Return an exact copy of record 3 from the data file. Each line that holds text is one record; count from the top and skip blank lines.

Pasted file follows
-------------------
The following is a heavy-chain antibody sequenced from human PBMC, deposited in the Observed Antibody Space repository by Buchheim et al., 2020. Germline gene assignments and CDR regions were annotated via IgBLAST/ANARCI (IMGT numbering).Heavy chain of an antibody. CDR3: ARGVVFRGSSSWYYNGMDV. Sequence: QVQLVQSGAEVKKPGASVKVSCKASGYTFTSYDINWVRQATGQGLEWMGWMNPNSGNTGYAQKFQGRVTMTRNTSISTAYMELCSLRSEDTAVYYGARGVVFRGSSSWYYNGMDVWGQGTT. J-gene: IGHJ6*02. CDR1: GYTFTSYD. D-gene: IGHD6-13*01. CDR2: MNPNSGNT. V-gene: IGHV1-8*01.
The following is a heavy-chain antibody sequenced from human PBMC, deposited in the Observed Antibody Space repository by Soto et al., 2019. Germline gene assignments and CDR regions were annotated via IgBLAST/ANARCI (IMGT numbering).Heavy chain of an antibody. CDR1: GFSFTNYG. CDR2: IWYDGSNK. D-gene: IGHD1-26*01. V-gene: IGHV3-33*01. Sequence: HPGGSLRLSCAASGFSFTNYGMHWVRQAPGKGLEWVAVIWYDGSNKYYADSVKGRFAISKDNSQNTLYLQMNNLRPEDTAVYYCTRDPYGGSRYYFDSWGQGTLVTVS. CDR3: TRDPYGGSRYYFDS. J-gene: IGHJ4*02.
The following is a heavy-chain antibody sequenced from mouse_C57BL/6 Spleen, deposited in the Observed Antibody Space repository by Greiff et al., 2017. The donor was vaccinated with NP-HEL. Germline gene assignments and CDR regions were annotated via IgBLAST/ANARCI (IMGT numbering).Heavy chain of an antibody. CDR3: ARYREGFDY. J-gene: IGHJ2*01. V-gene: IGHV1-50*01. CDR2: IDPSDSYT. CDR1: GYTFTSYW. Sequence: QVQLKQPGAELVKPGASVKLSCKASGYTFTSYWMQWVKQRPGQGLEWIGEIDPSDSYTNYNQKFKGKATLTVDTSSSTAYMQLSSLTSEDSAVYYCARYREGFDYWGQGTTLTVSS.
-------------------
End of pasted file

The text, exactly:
The following is a heavy-chain antibody sequenced from mouse_C57BL/6 Spleen, deposited in the Observed Antibody Space repository by Greiff et al., 2017. The donor was vaccinated with NP-HEL. Germline gene assignments and CDR regions were annotated via IgBLAST/ANARCI (IMGT numbering).Heavy chain of an antibody. CDR3: ARYREGFDY. J-gene: IGHJ2*01. V-gene: IGHV1-50*01. CDR2: IDPSDSYT. CDR1: GYTFTSYW. Sequence: QVQLKQPGAELVKPGASVKLSCKASGYTFTSYWMQWVKQRPGQGLEWIGEIDPSDSYTNYNQKFKGKATLTVDTSSSTAYMQLSSLTSEDSAVYYCARYREGFDYWGQGTTLTVSS.